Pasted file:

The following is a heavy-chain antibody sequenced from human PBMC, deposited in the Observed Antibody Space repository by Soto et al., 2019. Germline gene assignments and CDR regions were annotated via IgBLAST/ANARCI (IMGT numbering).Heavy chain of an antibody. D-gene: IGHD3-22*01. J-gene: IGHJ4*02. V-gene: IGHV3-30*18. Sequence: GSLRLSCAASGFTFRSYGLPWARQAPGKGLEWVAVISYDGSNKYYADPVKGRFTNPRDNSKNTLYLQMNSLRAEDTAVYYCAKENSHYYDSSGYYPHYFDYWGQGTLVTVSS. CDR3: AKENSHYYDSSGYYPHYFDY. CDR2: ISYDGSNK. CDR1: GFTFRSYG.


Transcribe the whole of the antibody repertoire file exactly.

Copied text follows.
The following is a heavy-chain antibody sequenced from human PBMC, deposited in the Observed Antibody Space repository by Soto et al., 2019. Germline gene assignments and CDR regions were annotated via IgBLAST/ANARCI (IMGT numbering).Heavy chain of an antibody. D-gene: IGHD3-22*01. J-gene: IGHJ4*02. V-gene: IGHV3-30*18. Sequence: GSLRLSCAASGFTFRSYGLPWARQAPGKGLEWVAVISYDGSNKYYADPVKGRFTNPRDNSKNTLYLQMNSLRAEDTAVYYCAKENSHYYDSSGYYPHYFDYWGQGTLVTVSS. CDR3: AKENSHYYDSSGYYPHYFDY. CDR2: ISYDGSNK. CDR1: GFTFRSYG.